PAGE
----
According to Campbell, myths are born in the deepest realm of our collective unconscious. The actual contents of our myths are different from one culture to another; but some of the same fundamental motifs that deal with the mysteries of birth, life, death, and certain forms of rebirth and renewal run through the great myths of the world.

The difficulties with myths occur when we get hung up on believing in them as facts. When we refuse to look beyond the metaphors to see the truth to which they point.  It’s kinda like standing in front of a painting. We don’t stand there and ask is this painting true or false?  Did this scene really happen? These kinds of questions miss the whole point of the artist’s work. We need to approach myths in the same way as we approach art. Does this painting touch me? Does this music move me? Does this movie inspire me? How does this work of art change the way I think about life? Great myths like great art move us, touch us, and transform us in the deepest realms of our being. I believe that the stories about the birth of Jesus have been told over and over again, on holy days, in sacred places and not so sacred places for more than 20 centuries precisely because they tell us something about the Mystery that lies at the very heart of our existence, the Mystery that some of us call God. The birth narratives open explore the nature of our relationship with that MYSTER in ways that have the power to transform how we live in the world.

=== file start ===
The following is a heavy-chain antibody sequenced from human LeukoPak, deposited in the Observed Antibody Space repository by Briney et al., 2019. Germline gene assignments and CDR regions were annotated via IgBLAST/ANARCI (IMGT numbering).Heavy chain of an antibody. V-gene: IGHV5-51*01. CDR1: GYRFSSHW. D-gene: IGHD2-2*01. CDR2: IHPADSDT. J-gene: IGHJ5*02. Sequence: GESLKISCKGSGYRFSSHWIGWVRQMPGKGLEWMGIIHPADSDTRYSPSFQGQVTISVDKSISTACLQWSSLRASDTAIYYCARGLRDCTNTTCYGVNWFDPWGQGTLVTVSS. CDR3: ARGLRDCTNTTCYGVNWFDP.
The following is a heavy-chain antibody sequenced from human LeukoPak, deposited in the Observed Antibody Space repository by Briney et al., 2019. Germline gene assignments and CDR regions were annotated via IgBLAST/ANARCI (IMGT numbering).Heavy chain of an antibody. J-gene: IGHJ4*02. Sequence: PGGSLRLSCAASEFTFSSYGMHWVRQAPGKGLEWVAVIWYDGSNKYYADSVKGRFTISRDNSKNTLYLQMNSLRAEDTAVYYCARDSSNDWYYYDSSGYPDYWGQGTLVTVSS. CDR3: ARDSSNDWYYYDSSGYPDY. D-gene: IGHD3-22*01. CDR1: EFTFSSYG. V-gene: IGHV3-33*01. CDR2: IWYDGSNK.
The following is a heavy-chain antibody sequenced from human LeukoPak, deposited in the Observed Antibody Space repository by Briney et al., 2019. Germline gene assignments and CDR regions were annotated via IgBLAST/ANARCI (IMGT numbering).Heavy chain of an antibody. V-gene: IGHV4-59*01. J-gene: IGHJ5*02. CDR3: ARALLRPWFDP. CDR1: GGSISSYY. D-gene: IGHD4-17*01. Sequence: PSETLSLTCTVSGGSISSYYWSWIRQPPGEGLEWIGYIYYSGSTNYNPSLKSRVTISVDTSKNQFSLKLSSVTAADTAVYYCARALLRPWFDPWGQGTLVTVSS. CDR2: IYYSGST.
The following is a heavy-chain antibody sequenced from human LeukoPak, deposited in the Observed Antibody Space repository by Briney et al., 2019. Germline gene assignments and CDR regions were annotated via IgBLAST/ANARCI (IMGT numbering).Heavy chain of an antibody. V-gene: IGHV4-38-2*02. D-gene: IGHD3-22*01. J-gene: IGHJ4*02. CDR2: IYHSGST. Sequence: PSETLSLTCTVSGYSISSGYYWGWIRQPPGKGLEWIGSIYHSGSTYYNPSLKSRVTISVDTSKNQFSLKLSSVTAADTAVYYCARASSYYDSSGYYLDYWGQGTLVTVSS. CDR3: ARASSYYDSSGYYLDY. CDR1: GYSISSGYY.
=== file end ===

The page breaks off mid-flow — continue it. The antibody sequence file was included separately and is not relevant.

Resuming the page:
In the stories of Jesus’ birth, we learn that this Mystery we call God is intimately involved with the stuff of life. In the stories of the child born in Bethlehem, we learn that our God is born among us and dwells among us. Over and over again, within the myth of Jesus’ birth we see people struggling with both the horrors and the joys of this life, and over and over again the message comes clearly and profoundly to us, the message that we long for, in a few simple but oh so powerful words: “Do not be afraid.”

From deep within the MYSTERY we hear “Do not be afraid.” So, here in this place: we declare that long ago, a child of questionable parentage was born under very precarious conditions, born to homeless wanderers, in a place fit for animals. Here, we declare that this strange birth had cosmic dimensions. The night skies lit up, celestial voices and songs were heard by nearby shepherds; why even the planets aligned themselves so as to attract the attention of far off astrologers. Here, we proclaim that this child born in poverty, in dangerous times, under such precarious circumstance is also Divine.